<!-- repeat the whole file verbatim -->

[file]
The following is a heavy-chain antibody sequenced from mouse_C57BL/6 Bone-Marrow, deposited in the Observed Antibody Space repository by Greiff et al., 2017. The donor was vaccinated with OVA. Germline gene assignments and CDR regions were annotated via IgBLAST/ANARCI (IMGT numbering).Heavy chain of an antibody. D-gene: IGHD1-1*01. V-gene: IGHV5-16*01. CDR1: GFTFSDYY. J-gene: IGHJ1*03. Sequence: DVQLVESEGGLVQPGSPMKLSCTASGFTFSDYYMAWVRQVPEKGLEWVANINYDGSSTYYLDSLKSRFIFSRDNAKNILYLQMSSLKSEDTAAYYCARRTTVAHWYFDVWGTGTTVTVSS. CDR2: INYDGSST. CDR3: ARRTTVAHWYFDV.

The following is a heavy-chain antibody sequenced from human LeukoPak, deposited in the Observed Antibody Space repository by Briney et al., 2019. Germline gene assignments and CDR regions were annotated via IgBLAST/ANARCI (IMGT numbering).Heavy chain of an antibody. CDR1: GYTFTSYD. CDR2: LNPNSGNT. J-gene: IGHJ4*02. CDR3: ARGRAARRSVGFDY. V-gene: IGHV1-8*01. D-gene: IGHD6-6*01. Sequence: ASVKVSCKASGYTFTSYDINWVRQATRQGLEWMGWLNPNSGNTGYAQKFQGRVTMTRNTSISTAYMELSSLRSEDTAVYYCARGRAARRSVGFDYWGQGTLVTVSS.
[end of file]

The following is a heavy-chain antibody sequenced from mouse_C57BL/6 Bone-Marrow, deposited in the Observed Antibody Space repository by Greiff et al., 2017. The donor was vaccinated with OVA. Germline gene assignments and CDR regions were annotated via IgBLAST/ANARCI (IMGT numbering).Heavy chain of an antibody. D-gene: IGHD1-1*01. V-gene: IGHV5-16*01. CDR1: GFTFSDYY. J-gene: IGHJ1*03. Sequence: DVQLVESEGGLVQPGSPMKLSCTASGFTFSDYYMAWVRQVPEKGLEWVANINYDGSSTYYLDSLKSRFIFSRDNAKNILYLQMSSLKSEDTAAYYCARRTTVAHWYFDVWGTGTTVTVSS. CDR2: INYDGSST. CDR3: ARRTTVAHWYFDV.

The following is a heavy-chain antibody sequenced from human LeukoPak, deposited in the Observed Antibody Space repository by Briney et al., 2019. Germline gene assignments and CDR regions were annotated via IgBLAST/ANARCI (IMGT numbering).Heavy chain of an antibody. CDR1: GYTFTSYD. CDR2: LNPNSGNT. J-gene: IGHJ4*02. CDR3: ARGRAARRSVGFDY. V-gene: IGHV1-8*01. D-gene: IGHD6-6*01. Sequence: ASVKVSCKASGYTFTSYDINWVRQATRQGLEWMGWLNPNSGNTGYAQKFQGRVTMTRNTSISTAYMELSSLRSEDTAVYYCARGRAARRSVGFDYWGQGTLVTVSS.